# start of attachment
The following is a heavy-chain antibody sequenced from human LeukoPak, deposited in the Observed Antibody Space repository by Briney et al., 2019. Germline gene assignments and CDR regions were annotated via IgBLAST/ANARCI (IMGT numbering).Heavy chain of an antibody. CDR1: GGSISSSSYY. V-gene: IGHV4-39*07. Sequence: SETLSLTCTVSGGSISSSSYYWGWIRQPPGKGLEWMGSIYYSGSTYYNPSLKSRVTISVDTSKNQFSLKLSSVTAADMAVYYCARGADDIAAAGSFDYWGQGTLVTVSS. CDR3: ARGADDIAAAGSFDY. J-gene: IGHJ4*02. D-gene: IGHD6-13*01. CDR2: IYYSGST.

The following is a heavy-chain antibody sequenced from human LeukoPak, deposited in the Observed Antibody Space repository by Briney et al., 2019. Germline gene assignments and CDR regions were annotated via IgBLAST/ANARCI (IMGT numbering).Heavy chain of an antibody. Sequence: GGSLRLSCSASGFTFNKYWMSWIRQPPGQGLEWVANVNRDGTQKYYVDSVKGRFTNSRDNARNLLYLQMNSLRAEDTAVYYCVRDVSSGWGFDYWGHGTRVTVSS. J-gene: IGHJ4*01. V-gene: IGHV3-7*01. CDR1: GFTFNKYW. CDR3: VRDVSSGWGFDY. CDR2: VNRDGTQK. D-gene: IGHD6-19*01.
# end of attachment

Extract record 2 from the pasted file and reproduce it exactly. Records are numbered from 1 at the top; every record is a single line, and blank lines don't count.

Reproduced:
The following is a heavy-chain antibody sequenced from human LeukoPak, deposited in the Observed Antibody Space repository by Briney et al., 2019. Germline gene assignments and CDR regions were annotated via IgBLAST/ANARCI (IMGT numbering).Heavy chain of an antibody. Sequence: GGSLRLSCSASGFTFNKYWMSWIRQPPGQGLEWVANVNRDGTQKYYVDSVKGRFTNSRDNARNLLYLQMNSLRAEDTAVYYCVRDVSSGWGFDYWGHGTRVTVSS. J-gene: IGHJ4*01. V-gene: IGHV3-7*01. CDR1: GFTFNKYW. CDR3: VRDVSSGWGFDY. CDR2: VNRDGTQK. D-gene: IGHD6-19*01.